Problems stopping a leak at Southern California Gas Co.’s Aliso Canyon storage facility near Los Angeles show stronger federal oversight is needed, two US House Democrats from the state told a US House Transportation and Infrastructure subcommittee.
“The pipes there are eligible for Social Security. That’s how old they are,” said Rep. Brad Sherman, whose district includes the field and a nearby subdivision where residents had to be evacuated while the Sempra Energy subsidiary tried to seal a well that leaked from Oct. 23 to Feb. 19.
Sherman introduced a bill, HR 4578, on Feb. 12 that would establish minimum federal safety standards for underground gas storage installations that would be administered by the US Pipeline & Hazardous Material Safety Administration. The measure has 19 cosponsors.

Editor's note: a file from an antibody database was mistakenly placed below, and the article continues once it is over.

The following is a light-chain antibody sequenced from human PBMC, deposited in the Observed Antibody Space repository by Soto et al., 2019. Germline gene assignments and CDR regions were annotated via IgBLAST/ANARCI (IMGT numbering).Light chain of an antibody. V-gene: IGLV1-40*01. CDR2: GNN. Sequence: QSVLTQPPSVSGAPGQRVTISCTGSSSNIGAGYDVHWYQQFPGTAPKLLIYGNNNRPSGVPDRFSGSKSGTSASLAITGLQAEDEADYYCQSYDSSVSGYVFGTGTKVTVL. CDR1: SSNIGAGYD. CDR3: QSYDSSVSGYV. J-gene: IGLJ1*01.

“We need tough national standards,” Sherman told the House committee’s Railroads, Pipelines, and Hazardous Materials Subcommittee on Feb. 25. “So far, PHMSA has issued a request for the industry to please, pretty-please, follow the American Petroleum Institute’s standards. We should make those standards federal law.”
Jackie Speier, whose northern California district includes San Bruno where a PG&E intrastate gas pipeline explosion killed 8 people in September 2010, said PHMSA’s not having implemented portions of the 2011 pipeline safety reauthorization law makes no sense. “Let those responsible for these tragedies be held responsible for actions, or lack of actions, she urged. “We need PHMSA to be a firm regulator, and not a lap-dog for the industry.”